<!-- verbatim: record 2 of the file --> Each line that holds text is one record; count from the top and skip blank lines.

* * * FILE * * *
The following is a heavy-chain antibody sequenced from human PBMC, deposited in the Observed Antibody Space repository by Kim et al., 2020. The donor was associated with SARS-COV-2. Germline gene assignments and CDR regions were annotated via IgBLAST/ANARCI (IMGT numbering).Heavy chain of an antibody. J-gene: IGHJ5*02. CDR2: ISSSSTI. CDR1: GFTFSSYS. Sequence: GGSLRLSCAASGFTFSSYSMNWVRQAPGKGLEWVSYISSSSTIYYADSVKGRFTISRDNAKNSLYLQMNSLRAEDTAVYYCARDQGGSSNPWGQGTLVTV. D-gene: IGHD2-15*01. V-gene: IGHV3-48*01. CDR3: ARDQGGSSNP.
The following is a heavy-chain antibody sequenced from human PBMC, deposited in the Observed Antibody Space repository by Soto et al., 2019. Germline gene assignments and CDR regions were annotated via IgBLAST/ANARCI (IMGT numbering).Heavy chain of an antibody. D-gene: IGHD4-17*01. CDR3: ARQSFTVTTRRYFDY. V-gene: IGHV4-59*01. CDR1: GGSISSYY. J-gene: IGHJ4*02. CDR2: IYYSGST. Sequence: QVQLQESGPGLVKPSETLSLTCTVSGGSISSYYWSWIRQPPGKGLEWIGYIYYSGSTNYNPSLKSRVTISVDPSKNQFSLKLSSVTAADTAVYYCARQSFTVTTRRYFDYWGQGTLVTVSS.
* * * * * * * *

The following is a heavy-chain antibody sequenced from human PBMC, deposited in the Observed Antibody Space repository by Soto et al., 2019. Germline gene assignments and CDR regions were annotated via IgBLAST/ANARCI (IMGT numbering).Heavy chain of an antibody. D-gene: IGHD4-17*01. CDR3: ARQSFTVTTRRYFDY. V-gene: IGHV4-59*01. CDR1: GGSISSYY. J-gene: IGHJ4*02. CDR2: IYYSGST. Sequence: QVQLQESGPGLVKPSETLSLTCTVSGGSISSYYWSWIRQPPGKGLEWIGYIYYSGSTNYNPSLKSRVTISVDPSKNQFSLKLSSVTAADTAVYYCARQSFTVTTRRYFDYWGQGTLVTVSS.